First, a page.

We do not hear much about the economic, political, structural, resource, fiscal, and negotiating power inequalities and asymmetries between and among the “Global South” of “developing countries” in the UNCITRAL ISDS reform debates.  The focus has been on identifying what “developing countries” supposedly think or prefer, rather than taking each State – at whatever stage of development – as they are in evaluating the impacts of the actual distributional decisions they are making today in the ISDS reform process, and particularly whether these decisions are consistent with their commitments to the right to development (and the full range of human rights capabilities encompassed by this right).  Leaving it to States to do this kind of analysis through their respective investment treaty programs, in my view, does not solve any collective action problems arising from the globalization of our ISDS system. Neither does it significantly advance peoples’ right to development when we allocate ISDS reform into ‘procedural’ (for UNCITRAL) and ‘substantive’ (for States in their respective individual investment treaty programs), or characterize individualized State preferences for investment dispute decision-making in shorthand as ‘the West and the Rest’.  The rigor demanded of us in our responsibility to realize the right to development should be an occasion for pause in our use of, and reliance on, all these constructs and dichotomies.

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Observations on Costs: A Response and Implications for UNCITRAL and ISDS Reforms

Published on May 1, 2019        Author: 

Editor’s Note:  This week, we will be featuring several posts critically examining the UNCITRAL ISDS reform process, which held its latest Working Group III meetings in New York on April 2019.  Monday’s introduction from our Contributing Editor Anthea Roberts and UNCITRAL Academic Forum Chair Malcolm Langford summarized key points of contention raised by States as to the narrower procedural reforms to ISDS as the mandate of UNCITRAL Working Group III.  In Tuesday morning’s post and Tuesday afternoon’s post, Contributing Editor Anthea Roberts and her co-author Taylor St. John address geopolitical and ideological issues that affect ISDS reforms. Today we feature a response post from Academic Forum Member Susan Franck, author of the new 2019 book, Arbitration Costs: Myths and Realities in Investment Treaty Arbitration (OUP, 2019).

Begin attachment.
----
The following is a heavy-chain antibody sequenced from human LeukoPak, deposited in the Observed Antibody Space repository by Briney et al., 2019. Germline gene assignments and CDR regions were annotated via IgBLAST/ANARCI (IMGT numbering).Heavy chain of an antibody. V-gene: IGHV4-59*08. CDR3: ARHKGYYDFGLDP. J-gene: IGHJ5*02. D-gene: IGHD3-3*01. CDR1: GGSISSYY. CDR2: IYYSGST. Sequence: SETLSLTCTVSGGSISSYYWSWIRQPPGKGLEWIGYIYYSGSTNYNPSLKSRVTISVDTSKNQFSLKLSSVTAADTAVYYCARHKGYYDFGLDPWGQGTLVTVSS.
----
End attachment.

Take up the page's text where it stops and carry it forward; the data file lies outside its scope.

We are in the midst of a unique political, legal, and psychological moment. UNCITRAL Working Group III’s effort will have a legacy that affects discourse about international economic dispute settlement for decades to come. It was, therefore, with great interest, that I read the Academic Forum’s submission on EJILTalk! on costs, as costs are at the forefront of the debate.

International arbitration costs are part of what motivated my own research agenda. Whether it was my 2005 article, Legitimacy Crisis in Investment Treaty Arbitration, where I made claims about the costs of investment treaty arbitration (ITA) with a limited set of anecdotal information, or my later articles, Empirically Evaluating Claims and Rationalizing Costs, where I confronted the cold reality that I had not systematically tested my earlier assertions and instead corrected my error by offering data.

As my most recent book, Arbitration Costs, explains that ITA costs are “the dull knife that cuts both ways,” I found the framing of the cost-related mandate to be somewhat unfortunate, namely an exploration of “Excessive Costs and Insufficient Recoverability of Cost Awards.” Students of psychology know that the framing of questions affects the information sought, the processing of derivative information, and subsequent decisions. Rather than focusing on costs and cost recoverability generally—which are important concerns that should be of interest to all stakeholders—the evocative framing creates challenges for balanced and holistic analysis. As Chapter 2 of Arbitration Costs explores cognitive illusions, that likely influence debates about ITA and that my previous experiment with Anne van Aaken and others demonstrated affect arbitrator decision-making, it is vital to acknowledge that illusions of framing, negativity, and confirmation bias, among others could skew both the conversations and derivative choices at a critical inflection point. 

There are undoubtedly many thoughtful aspects of the post.  The most valuable relate to focusing on: (1) raw descriptive arbitration costs, (2) factors tribunals should consider in making cost assessments, and (3) highlighting the importance of security for costs. The observations nevertheless require a degree of caution and may benefit from rebalancing, lest policy reform presumably designed to be helpful nevertheless generate negative externalities.